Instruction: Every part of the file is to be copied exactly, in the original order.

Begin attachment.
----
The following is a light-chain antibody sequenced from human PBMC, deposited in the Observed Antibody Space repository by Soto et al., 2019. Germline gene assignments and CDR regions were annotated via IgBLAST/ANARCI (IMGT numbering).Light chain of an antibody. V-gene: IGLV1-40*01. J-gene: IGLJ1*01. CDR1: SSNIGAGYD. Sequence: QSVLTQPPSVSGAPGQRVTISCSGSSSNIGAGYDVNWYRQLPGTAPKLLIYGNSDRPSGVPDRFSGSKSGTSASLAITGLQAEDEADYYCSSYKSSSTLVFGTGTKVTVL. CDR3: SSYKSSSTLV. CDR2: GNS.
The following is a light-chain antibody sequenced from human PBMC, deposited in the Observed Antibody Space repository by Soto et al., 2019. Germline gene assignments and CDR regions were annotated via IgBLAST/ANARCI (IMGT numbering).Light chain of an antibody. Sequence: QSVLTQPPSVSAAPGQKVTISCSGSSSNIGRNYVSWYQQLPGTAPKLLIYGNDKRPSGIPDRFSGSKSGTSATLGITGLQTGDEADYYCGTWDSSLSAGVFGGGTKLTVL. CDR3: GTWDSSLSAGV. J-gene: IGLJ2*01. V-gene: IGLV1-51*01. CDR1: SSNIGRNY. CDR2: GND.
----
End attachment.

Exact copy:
The following is a light-chain antibody sequenced from human PBMC, deposited in the Observed Antibody Space repository by Soto et al., 2019. Germline gene assignments and CDR regions were annotated via IgBLAST/ANARCI (IMGT numbering).Light chain of an antibody. V-gene: IGLV1-40*01. J-gene: IGLJ1*01. CDR1: SSNIGAGYD. Sequence: QSVLTQPPSVSGAPGQRVTISCSGSSSNIGAGYDVNWYRQLPGTAPKLLIYGNSDRPSGVPDRFSGSKSGTSASLAITGLQAEDEADYYCSSYKSSSTLVFGTGTKVTVL. CDR3: SSYKSSSTLV. CDR2: GNS.
The following is a light-chain antibody sequenced from human PBMC, deposited in the Observed Antibody Space repository by Soto et al., 2019. Germline gene assignments and CDR regions were annotated via IgBLAST/ANARCI (IMGT numbering).Light chain of an antibody. Sequence: QSVLTQPPSVSAAPGQKVTISCSGSSSNIGRNYVSWYQQLPGTAPKLLIYGNDKRPSGIPDRFSGSKSGTSATLGITGLQTGDEADYYCGTWDSSLSAGVFGGGTKLTVL. CDR3: GTWDSSLSAGV. J-gene: IGLJ2*01. V-gene: IGLV1-51*01. CDR1: SSNIGRNY. CDR2: GND.